Continued need / Responsiveness to need

There is continued need for the Program. There is a need to continue to build capacity and work with communities that have not begun to engage in adaptation planning. It appears that the Program may not have reached communities in greatest need of support or those requiring immediate support. Possible explanations are that communities in need of support may not have the capacity to participate in the Program; without a formal call for proposals, the Program may not have identified communities in greatest need and, finally, given its short duration, the Program targeted communities that were ready to begin working on adaptation projects.

Outcomes –Performance

Collaboration

The Program worked to strengthen its relationships with other federal departments and territorial governments. It fostered the development of relationships between scientists, consultants, experts, and communities. Despite these efforts, some projects have experienced challenges. Several have found it difficult to achieve long-term commitments and shared vision. Additionally, there is significant staff-turnover at the community and territorial levels that can hinder relationship building. Finally, some community members are experiencing consultation fatigue and are reluctant to participate in climate change discussions.

Access/availability to information

The Program has contributed to increased availability of climate change information and expertise. Almost half of the funded projects focused on assessment of climate change risks and impacts. To a lesser extent, projects facilitated information-sharing and the development of adaptation tools. Nonetheless, there is a need to increase community-level coordination of adaptation work and sharing of project results. There is also a need to continue the work underway in participating communities and to engage new communities in adaption projects.

Increased ability to assess climate change risks

Most of the funded projects identified climate change risks and, in large part, this process directly involved community members. These projects identified a vast range of climate risks from permafrost degradation to flooding to reduced ice thickness. In addition, projects identified a number of specific impacts to communities associated with these risks such as infrastructure vulnerability, loss of traditional land-use practices and cultural identity and food security issues. Although many communities in a geographical area face the same core set of risks, the magnitude of risk varies across communities. Few communities have recognized opportunities from climate change.

Another noteworthy finding in relation to the Program's role in increasing communities' ability to assess risks was that roughly one quarter of funded projects involved the scientific assessment of risks including those to water, permafrost and seal-level rise. These projects provide vital data for planning activities and climate change trend analysis.

Capacity

The Program is increasing awareness of climate change within participating communities. However, there is a continued need to raise awareness of climate change impacts as some community members question whether the changes experienced simply reflect unusually variable weather conditions. Additionally, there is a need for repeat messaging.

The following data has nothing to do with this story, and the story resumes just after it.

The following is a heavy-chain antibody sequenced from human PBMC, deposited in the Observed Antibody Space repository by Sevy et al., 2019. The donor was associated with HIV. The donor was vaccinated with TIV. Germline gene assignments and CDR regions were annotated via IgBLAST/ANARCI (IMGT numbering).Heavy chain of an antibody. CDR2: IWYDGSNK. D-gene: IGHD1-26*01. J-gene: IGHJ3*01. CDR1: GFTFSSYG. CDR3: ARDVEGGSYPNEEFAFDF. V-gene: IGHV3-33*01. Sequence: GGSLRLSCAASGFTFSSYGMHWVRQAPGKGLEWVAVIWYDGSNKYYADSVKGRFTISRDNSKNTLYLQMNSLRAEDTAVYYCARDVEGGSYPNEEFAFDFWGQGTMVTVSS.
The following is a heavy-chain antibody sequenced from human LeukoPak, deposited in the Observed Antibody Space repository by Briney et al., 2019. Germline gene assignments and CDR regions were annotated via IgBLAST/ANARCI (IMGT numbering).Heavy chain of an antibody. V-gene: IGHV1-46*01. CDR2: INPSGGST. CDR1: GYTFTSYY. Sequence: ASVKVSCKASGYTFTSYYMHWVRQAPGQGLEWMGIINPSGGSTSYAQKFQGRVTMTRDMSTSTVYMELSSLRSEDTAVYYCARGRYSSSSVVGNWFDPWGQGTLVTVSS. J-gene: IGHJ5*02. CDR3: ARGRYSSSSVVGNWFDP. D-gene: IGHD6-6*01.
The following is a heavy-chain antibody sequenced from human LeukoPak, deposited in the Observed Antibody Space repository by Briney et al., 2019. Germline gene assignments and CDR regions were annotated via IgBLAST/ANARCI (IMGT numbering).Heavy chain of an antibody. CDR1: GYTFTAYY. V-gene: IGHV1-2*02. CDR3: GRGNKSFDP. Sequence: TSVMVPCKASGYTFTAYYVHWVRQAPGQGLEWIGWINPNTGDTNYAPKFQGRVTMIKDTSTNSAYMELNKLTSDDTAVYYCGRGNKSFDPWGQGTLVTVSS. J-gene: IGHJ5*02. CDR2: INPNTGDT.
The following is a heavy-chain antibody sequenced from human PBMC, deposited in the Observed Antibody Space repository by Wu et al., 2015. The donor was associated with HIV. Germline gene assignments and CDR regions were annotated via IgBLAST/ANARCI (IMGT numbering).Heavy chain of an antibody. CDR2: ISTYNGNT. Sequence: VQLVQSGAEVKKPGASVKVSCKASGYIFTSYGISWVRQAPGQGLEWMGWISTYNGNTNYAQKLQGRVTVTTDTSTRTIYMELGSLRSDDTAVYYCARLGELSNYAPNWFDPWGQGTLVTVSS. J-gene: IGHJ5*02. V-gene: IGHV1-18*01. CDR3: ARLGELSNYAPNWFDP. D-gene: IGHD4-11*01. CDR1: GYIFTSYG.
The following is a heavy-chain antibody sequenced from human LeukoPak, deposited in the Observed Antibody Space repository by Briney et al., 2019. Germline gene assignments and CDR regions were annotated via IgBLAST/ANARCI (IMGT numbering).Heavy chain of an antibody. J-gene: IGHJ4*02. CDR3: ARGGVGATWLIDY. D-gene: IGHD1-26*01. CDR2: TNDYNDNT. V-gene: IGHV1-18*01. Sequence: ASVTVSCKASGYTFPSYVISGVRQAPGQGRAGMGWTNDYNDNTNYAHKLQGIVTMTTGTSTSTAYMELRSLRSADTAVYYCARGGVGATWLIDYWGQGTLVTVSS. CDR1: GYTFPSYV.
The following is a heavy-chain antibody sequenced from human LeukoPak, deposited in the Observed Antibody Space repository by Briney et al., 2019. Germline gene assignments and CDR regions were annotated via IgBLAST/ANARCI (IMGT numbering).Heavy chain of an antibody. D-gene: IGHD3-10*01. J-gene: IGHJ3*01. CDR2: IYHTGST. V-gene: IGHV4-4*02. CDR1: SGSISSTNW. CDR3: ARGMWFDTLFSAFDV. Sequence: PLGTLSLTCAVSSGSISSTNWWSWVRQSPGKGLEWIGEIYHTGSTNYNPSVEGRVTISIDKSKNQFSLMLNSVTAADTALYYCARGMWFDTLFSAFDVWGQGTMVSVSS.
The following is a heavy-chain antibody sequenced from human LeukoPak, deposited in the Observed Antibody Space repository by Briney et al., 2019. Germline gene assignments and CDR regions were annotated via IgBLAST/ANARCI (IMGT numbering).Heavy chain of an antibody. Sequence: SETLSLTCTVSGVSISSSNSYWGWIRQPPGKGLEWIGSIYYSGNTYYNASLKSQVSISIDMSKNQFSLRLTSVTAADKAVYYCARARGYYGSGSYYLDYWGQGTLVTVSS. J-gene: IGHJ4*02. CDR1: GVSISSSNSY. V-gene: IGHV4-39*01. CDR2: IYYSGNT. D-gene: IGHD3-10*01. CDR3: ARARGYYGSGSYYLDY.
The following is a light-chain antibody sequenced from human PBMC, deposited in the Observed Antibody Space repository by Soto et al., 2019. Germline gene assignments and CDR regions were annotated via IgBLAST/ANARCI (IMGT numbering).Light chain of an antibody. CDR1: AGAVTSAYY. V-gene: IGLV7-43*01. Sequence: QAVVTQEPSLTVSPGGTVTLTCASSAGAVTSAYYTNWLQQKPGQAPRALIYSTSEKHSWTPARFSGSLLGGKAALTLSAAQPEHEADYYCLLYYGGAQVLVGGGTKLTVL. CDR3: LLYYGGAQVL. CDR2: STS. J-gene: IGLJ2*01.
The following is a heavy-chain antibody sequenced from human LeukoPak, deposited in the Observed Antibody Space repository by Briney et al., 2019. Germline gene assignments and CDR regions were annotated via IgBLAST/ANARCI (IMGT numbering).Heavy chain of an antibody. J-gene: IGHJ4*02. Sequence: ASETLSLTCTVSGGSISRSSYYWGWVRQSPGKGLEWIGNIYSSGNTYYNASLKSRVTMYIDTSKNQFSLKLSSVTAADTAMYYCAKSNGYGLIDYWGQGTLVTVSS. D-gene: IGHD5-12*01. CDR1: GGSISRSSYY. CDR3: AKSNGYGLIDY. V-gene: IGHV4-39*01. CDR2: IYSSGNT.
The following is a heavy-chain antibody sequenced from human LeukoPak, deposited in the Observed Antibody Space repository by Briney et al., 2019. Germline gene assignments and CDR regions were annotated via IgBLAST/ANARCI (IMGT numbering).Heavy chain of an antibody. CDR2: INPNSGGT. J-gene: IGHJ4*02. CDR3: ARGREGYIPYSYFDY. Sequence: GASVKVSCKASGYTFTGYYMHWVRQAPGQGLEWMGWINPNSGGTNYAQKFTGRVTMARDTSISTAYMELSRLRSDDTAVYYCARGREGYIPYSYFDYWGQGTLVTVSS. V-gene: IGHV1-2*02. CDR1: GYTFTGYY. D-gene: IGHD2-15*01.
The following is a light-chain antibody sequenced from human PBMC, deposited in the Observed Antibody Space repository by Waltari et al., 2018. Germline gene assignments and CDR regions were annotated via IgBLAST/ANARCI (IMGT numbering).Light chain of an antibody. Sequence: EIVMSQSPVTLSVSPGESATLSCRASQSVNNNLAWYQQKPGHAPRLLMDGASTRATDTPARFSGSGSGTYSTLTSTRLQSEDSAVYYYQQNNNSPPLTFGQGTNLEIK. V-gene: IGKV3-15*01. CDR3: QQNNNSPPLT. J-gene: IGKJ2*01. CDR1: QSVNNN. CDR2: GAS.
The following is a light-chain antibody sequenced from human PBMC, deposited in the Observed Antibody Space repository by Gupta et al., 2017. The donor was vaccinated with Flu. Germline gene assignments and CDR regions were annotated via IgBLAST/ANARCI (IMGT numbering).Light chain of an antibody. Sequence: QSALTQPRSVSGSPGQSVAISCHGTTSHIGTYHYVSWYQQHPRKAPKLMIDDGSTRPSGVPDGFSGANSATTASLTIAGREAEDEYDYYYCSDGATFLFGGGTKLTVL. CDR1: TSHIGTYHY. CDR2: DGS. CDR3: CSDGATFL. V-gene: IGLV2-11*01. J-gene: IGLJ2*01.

The Program has begun to increase the capacity of participating communities to adapt to climate change. In part, this is the result of increased awareness of risks and possible adaptation strategies. It also results from increases in communities' ability to understand, support, and benefit from research, particularly through projects that actively engage community members. More generally, the Program's close relationship with territorial governments has increased capacity at that level. Nonetheless, many communities lack the financial and human resources required to engage in adaptation planning, pointing to the need for continued work in this area.

The evaluation found some evidence that communities are developing adaption plans. By the end of the Program, adaptation plans will be in place for 15 communities. The evaluation found mixed evidence relating to the usefulness of these plans, though it should be noted that it difficult to draw conclusions on this point given the fact that plans have either only recently been completed or are still underway. On the whole, plans that apply a community-based approach and successfully integrate climate change data appear more likely to be incorporated into community-level decision-making.

Unintended outcome: Actions to reduce vulnerability

Some projects have resulted in actions taken to reduce vulnerability to climate change. Few communities have begun to implement projects. Implementation of projects is one step ahead of the long-term expected outcome of the Program.

Results – Economy, Efficiency & cost- effectiveness

The Program complements other CAA Adaptation Theme Programs, the NRTEE work on Climate Change Adaptation, and the Public Infrastructure Engineering Vulnerability Committee (PIEVC) national engineering vulnerability assessment. To a limited extent, evidence suggests that the Government of Canada's program for International Polar Year duplicates the Program as these two programs fund similar adaptation projects.

Successes

The Program provided 75 percent of its available funding to projects and planned and actual expenditures were closely aligned. The Program funded 86 projects, thereby exceeding its goal by 26 projects. The Program attempted to maximize its efficiency by coordinating administrative activities with INAC's ecoENERGY Program, having regional offices set-up funding agreements, travelling to more than one community during trips to the North and co-funding projects where possible.